The flight crew, in coordination with the MCC, reviewed the procedures for an illuminated FDR caution annunciator. In addition to confirming switch selections, the flight crew performed the circuit breaker reset procedure. However, the annunciator remained illuminated.
It was determined that, in accordance with Jazz's Transport Canada–approved Q400Footnote 7 minimum equipment list (MEL), the aircraft could be dispatched with the FDR inoperative, provided that the CVR was operative and repairs were made within 3 flight days. Although the CVR had been tested on the first flight of the day, neither the flight crew nor the MCC considered reconfirming that the CVR was operative at this time.
After these discussions with the MCC, the flight crew considered the aircraft to be airworthy and decided to continue with the planned departure. Once the aircraft was airborne, the flight crew recorded in the aircraft journey log book that the FDR caution annunciator had illuminated and that the MCC had deferred the item in accordance with the MEL.Footnote 8 The flight crew also reported in the journey log book that they suspected a hard landing had occurred at CYTZ and suggested that maintenance perform a follow-up inspection at CYUL.
No abnormalities were noted during the takeoff, landing, or taxiing of the return flight to CYUL. Jazz maintenance personnel subsequently conducted an inspection of the aircraft at CYUL and found that the FDR system's inertia switch had activated and that there was physical evidence of a hard landing.
The inspection at CYUL found that the aircraft had sustained substantial damage, including buckling of the skin below the windows on the right fuselage (Figure 1). The landing conditions experienced by the right main landing gear during the second touchdown exceeded its ultimate design criteria, which resulted in failure of the orifice support tube during the in-stroke (Figure 2). Once the orifice support tube failed, shock strut damping was effectively lost, thereby generating significant bottoming loads.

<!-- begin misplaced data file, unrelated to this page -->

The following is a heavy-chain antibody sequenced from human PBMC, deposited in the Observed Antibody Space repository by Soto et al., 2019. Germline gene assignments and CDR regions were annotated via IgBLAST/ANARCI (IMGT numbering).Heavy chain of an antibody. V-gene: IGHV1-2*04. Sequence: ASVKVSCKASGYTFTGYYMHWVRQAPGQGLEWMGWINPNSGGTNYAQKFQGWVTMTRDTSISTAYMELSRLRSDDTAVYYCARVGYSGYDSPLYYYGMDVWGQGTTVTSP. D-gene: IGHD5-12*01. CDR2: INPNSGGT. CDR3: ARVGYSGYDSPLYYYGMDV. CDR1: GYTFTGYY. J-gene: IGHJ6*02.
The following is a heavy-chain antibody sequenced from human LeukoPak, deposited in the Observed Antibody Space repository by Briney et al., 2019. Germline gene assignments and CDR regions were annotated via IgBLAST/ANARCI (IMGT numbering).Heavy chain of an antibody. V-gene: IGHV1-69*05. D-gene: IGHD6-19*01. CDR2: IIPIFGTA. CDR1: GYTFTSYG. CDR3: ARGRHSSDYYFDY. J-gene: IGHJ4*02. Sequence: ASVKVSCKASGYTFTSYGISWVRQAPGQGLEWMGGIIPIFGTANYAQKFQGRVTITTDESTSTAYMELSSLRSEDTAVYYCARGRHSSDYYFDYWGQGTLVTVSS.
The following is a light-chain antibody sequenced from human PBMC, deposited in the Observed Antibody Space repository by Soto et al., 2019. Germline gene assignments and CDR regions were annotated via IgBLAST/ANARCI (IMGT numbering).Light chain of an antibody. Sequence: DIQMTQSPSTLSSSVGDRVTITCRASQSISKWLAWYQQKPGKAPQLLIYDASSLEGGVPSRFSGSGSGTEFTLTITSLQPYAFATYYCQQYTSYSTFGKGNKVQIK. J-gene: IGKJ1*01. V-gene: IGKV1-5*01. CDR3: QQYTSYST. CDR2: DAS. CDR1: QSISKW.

The calculated theoretical vertical load that would have been instantaneously generated when the landing gear bottomed out was at least 5.7g, which exceeded the design criteria for the landing gear.
Flight crew assessment of hard landing
Neither the aircraft manufacturer nor Jazz provide the flight crew with a definition of a hard landing or criteria to determine what a hard landing is. Pilots are expected to rely on their personal experience to make such a determination. In some cases, operational pressures may influence this assessment.
Maintenance assessment of hard landing